One of the poems I wrote during my leave of absence grew out of my sorrows over grieving the Holy Spirit. It is bad enough to know that God is dishonored by my sin. But to hear Paul connect my particular sins with grieving the Holy Spirit was even more painful.
This he does in Ephesians 4:30–32. He says, “Do not grieve the Holy Spirit of God, by whom you were sealed for the day of redemption.” And then he names my sins: “Let all bitterness and wrath and anger and clamor and slander be put away from you, along with all malice. Be kind to one another, tenderhearted, forgiving one another, as God in Christ forgave you.”
There are mysteries in the self-sufficient Spirit being grieved. And there are many sorrows in saints who do it. And there is a day coming when it will be done no more.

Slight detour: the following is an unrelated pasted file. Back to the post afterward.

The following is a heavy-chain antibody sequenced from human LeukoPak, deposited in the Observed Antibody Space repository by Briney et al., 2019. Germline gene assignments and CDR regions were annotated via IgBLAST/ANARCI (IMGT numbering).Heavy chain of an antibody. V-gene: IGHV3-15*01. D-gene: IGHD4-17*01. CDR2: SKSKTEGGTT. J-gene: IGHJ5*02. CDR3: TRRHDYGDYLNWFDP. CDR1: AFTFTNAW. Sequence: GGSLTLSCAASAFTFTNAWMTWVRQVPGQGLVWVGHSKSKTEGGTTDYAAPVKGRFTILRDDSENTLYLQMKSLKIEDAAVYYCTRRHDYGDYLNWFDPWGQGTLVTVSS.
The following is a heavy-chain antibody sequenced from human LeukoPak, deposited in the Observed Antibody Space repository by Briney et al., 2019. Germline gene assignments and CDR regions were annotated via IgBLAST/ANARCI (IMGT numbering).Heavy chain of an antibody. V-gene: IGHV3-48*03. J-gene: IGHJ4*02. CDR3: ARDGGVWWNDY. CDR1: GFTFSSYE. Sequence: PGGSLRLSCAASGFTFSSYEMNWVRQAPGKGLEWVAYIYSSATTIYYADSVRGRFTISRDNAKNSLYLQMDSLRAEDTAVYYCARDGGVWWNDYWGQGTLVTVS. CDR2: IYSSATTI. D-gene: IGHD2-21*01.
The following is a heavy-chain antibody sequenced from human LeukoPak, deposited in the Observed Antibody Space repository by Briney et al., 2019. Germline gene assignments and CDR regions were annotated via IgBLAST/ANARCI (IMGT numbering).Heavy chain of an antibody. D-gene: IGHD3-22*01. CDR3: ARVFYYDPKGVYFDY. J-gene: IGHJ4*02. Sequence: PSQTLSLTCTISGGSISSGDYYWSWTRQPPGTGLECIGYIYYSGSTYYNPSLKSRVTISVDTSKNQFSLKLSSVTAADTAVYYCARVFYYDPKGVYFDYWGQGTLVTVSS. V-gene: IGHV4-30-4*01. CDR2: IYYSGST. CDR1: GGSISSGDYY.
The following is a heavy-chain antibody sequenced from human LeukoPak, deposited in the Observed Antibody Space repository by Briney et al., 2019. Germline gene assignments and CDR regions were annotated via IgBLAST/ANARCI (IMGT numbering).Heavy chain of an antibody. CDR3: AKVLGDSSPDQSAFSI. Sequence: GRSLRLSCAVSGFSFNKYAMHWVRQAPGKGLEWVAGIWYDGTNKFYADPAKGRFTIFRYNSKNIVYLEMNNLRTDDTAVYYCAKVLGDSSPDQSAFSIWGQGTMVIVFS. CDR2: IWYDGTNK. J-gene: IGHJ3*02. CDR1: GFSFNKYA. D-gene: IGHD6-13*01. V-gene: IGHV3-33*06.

My patient Comforter, my God,
My Life, my Breath, my holy Zeal,
My soul is doubly sorrowful:
That I still sin against your Seal,
And sinning cause my Sovereign grief.
I know it is your holy way
To make your grief serve perfect joy,
But I still pray, O bring the day
When, in the twinkling of an eye,
My soul will doubly be relieved:
I will not ever sin again,
And you will nevermore be grieved.